7. 7. Agenda• Overview of Natural Disasters in 2011• How Badly Was Asia Effected?• Why Are The Numbers Bigger Now?• Growing Threat of Flood in Asia• Flood Profiles – Asia• Uncertainties And Challenges in Flood Modeling• Summary Private & Confidential 7
    8. 8. 2011 Insured Losses Percentage Distribution per Continent 2% 44% 37% <1% 17%Continent Insured losses in US$mAmerica(North and South America) 40,000Europe 2,000Africa Minor damagesAsia 45,000 Source: MR NatCatSERVICEAustralia/Oceania 18,000 Private & Confidential 8
    9. 9. Historical Trend (1980-2011)Insured Losses Percentage Distribution per Continent 16% 13% 66% <1% 5%Continent Insured losses in US$mAmerica(North and South America) 566,000Europe 146,000Africa 2,000Asia 115,000 Source: MR NatCatSERVICEAustralia/Oceania 41,000 Private & Confidential 9
    10. 10. Historical Trend (1900-2010)Growing Pie of Asian Catastrophes Private & Confidential 10
    11. 11. Agenda• Overview of Natural Disasters in 2011• How Badly Was Asia Effected?• Why Are The Numbers Bigger Now?• Growing Threat of Flood in Asia• Flood Profiles – Asia• Uncertainties And Challenges in Flood Modeling• Summary Private & Confidential 11
    12. 12. Why Are The Numbers Bigger Now? Population Economy Insurance Penetration (source www.treasury.gov.au) Private & Confidential 12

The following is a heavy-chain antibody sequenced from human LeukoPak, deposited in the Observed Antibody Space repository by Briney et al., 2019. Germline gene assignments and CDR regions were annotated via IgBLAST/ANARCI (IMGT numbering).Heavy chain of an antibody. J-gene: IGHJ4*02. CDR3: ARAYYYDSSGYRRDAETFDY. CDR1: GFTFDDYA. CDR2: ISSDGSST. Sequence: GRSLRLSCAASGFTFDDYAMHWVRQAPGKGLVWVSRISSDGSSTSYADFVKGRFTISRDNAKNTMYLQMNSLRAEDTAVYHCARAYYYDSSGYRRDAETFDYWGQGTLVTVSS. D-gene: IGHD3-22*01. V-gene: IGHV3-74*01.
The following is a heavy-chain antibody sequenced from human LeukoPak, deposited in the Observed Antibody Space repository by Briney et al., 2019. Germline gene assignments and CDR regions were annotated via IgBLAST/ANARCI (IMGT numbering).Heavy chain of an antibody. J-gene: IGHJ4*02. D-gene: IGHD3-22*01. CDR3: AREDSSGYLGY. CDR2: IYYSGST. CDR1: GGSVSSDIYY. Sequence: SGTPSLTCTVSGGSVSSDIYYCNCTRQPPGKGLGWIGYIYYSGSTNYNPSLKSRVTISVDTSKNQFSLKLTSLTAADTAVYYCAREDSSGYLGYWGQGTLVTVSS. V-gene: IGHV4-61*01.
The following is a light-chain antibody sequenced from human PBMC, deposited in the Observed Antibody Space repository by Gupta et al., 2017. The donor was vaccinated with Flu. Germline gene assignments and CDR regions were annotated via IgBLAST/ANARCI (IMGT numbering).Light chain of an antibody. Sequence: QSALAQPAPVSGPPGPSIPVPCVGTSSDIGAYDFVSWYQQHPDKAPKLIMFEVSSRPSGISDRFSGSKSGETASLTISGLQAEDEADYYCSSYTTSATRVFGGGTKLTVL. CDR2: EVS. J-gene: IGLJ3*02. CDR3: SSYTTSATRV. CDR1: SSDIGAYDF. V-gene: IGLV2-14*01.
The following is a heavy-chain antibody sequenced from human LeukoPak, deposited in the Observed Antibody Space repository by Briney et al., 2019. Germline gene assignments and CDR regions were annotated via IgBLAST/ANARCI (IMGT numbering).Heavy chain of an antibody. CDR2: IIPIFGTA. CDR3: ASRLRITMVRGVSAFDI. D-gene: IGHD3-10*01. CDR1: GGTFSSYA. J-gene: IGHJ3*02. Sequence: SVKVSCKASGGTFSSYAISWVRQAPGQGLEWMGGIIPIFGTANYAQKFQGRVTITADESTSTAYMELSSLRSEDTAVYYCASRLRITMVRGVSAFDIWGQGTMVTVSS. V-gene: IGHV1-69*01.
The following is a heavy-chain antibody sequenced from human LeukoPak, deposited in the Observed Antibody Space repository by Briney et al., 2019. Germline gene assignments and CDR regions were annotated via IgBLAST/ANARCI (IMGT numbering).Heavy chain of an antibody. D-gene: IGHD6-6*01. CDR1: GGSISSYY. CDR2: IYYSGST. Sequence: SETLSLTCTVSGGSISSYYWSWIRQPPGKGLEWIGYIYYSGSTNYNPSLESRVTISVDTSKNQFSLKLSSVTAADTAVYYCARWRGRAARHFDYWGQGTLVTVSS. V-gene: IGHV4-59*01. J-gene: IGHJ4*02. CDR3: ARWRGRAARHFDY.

13. 13. Agenda• Overview of Natural Disasters in 2011• How Badly Was Asia Effected?• Why Are The Numbers Bigger Now?• Growing Threat of Flood in Asia• Flood Profiles – Asia• Uncertainties And Challenges in Flood Modeling• Summary Private & Confidential 13
    14. 14. Growing Threat of Flood in Asia Annual Average Damage ($US billion): 1990-2010Source:"EM-DAT: The OFDA/CRED International Disaster Database, Universite catholique de Louvain, Brussels, Belgium“ Private & Confidential 14
    15. 15. Model Availability in Asia AIR EQECAT RMS Risk Frontiers Typhoon Tropical Tropical Tropical Country Earthquake Earthquake rainfall – Earthquake Riverine Flood Hail Cyclone Cyclone Cyclone floodingAustralia a a a a a a a aChina a a a a a a aGuam a aHong Kong* a a a a aIndia a a aIndonesia a a aJapan a a a a a a aMacau* a aMalaysia a a aNew Zealand a a aPakistan a aPhilippines a a a a a aSaipan** aSingapore aSouth Korea a a a aTaiwan a a a a a aThailand a a a* Included in China EQ** Included in Guam EQ Private & Confidential 15
    16. 16. Economic Losses Due to Floods in Asia (1965 – 2001) Private & Confidential 16